Sjoerd Top

Sjoerd Top

  • Executive Director
  • Maritime Analysis and Operations Centre (Narcotics) – MAOC (N), Portugal

Sjoerd Top is the MAOC (N) Executive Director since November 2021.

Before that he was a Police Commissioner at the National Unit of the Dutch National Police Corps. Between 2018/21, he was the Chief of the National Service of Infrastructure in charge of 1300 officers focusing on law enforcement and crime prevention of the Dutch national infrastructure covering mainly the highways, waterways, railways, air space and the internet (Darkweb).

He has previously carried out different functions within the Regional Unit of Rotterdam where he was responsible for the intelligence service.
After a long career as a Commander of the riot police squad, he became a Gold Commander in large scale police operations and crowd control management in 2012. He was responsible for policing several major international (sporting) events in the recent years. Most recently he was Gold Commander during the abduction of 14 crew members of a ship sailing under the Dutch flag at the Nigerian coast.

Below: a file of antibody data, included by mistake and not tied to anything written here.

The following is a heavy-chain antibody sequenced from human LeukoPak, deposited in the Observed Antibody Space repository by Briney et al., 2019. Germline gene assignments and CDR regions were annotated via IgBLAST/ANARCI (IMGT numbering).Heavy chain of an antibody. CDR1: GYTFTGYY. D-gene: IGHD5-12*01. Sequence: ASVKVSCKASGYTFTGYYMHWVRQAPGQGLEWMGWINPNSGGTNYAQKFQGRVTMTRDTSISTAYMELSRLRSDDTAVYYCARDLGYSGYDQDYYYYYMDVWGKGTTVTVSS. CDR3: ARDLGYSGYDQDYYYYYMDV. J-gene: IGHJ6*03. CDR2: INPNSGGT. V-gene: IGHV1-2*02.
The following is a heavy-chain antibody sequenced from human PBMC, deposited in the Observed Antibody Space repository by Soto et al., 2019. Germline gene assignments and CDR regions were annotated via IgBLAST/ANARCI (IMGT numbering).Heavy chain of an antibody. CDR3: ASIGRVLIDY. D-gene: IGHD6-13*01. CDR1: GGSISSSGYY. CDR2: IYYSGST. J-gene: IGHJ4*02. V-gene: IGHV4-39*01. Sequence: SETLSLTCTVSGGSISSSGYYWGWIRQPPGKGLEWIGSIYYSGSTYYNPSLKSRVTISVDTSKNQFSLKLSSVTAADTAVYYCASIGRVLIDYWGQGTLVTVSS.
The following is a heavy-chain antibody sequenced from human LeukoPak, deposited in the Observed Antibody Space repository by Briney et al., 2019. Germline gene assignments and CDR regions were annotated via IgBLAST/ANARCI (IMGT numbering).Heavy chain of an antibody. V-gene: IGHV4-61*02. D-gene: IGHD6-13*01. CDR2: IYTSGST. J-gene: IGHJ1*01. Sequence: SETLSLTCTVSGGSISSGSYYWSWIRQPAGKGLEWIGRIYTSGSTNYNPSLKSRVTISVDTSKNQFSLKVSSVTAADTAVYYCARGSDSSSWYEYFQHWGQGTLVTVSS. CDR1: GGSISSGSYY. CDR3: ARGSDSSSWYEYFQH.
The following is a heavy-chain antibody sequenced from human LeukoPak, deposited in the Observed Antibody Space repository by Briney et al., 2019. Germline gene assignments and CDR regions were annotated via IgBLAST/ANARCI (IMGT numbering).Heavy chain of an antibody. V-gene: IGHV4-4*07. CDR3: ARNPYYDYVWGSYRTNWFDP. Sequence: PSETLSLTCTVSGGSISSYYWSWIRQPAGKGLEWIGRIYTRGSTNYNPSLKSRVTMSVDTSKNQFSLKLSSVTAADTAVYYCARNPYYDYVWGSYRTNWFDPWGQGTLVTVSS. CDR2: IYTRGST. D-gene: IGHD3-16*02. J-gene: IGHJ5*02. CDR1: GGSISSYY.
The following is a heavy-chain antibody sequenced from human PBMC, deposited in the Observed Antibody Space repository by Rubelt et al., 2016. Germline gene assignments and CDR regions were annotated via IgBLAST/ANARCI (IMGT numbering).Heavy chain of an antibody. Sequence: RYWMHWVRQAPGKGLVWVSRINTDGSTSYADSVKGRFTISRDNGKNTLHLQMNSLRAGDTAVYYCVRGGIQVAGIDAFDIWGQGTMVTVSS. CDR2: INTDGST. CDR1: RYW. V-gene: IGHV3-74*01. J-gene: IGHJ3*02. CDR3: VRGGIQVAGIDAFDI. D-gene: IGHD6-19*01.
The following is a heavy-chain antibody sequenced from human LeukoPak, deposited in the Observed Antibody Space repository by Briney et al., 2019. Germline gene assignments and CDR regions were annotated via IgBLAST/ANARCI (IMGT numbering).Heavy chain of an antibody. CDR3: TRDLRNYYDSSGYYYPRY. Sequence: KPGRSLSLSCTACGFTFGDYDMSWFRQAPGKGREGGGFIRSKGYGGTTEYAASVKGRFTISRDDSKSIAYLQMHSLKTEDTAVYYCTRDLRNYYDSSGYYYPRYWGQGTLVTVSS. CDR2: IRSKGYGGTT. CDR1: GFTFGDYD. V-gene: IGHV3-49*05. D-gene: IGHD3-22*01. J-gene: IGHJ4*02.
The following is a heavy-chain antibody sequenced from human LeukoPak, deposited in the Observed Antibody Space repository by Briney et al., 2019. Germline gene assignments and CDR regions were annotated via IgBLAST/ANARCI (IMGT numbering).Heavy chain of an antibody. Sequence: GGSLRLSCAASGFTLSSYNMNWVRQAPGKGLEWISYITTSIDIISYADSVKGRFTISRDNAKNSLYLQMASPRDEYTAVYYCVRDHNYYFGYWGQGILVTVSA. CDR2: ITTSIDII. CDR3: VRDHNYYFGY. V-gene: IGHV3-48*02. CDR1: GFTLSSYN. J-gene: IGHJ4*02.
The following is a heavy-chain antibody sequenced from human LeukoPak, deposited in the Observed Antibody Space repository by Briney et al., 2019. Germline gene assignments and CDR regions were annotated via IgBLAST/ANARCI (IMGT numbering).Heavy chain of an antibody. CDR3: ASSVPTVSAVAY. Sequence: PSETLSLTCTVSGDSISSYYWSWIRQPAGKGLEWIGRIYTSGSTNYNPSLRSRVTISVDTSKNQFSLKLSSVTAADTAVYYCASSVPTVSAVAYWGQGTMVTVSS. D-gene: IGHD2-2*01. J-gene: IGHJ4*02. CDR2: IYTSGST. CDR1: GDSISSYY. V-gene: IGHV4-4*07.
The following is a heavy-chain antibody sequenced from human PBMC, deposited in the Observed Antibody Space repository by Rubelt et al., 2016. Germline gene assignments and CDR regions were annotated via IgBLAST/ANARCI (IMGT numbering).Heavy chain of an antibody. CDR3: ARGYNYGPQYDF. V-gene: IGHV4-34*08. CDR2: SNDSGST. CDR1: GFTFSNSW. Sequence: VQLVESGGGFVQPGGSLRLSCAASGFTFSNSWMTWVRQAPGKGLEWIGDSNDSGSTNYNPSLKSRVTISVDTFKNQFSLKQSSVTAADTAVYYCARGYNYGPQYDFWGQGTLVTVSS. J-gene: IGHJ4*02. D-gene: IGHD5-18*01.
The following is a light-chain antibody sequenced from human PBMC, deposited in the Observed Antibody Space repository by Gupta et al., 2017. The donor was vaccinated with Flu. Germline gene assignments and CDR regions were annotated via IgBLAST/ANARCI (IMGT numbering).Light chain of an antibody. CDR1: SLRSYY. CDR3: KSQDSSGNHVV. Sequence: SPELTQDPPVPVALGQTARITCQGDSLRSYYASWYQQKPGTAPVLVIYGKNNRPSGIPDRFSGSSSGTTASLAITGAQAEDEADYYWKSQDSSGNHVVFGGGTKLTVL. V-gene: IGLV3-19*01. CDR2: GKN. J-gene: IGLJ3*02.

Sjoerd Top holds a Master’s Degree in Public Administration from the NSOB University in The Hague, The Netherlands. More recently, he was the first police officer to follow the highest management course on the Dutch Military Academy. Aside from his native Dutch, he is fluent in English and has a working knowledge of German.


  • Challenges for small ports and airfields

    As perpetrators of trafficking human beings (THB) and international crimes, such as smuggling of drugs or illicit goods, continue to show signs of avoiding commercial airlines, there is evidence that regional airlines and airports, as well as light aircraft into small private aerodromes and fields, are being used for these activities, where the handling of these flights by departure and arrival are not through the regular border controls.
    Similar issues and challenges are being faced on coastal borders, with smugglers and traffickers of human beings using small boats to benefit from utilising beaches or hidden alcoves to conduct their illegal activities.
    What can be done to tackle the use of light aircraft and private airfields, and small boats, which are difficult to detect, highly problematic to intercept and easy for criminal to be in and out again in a matter of minutes?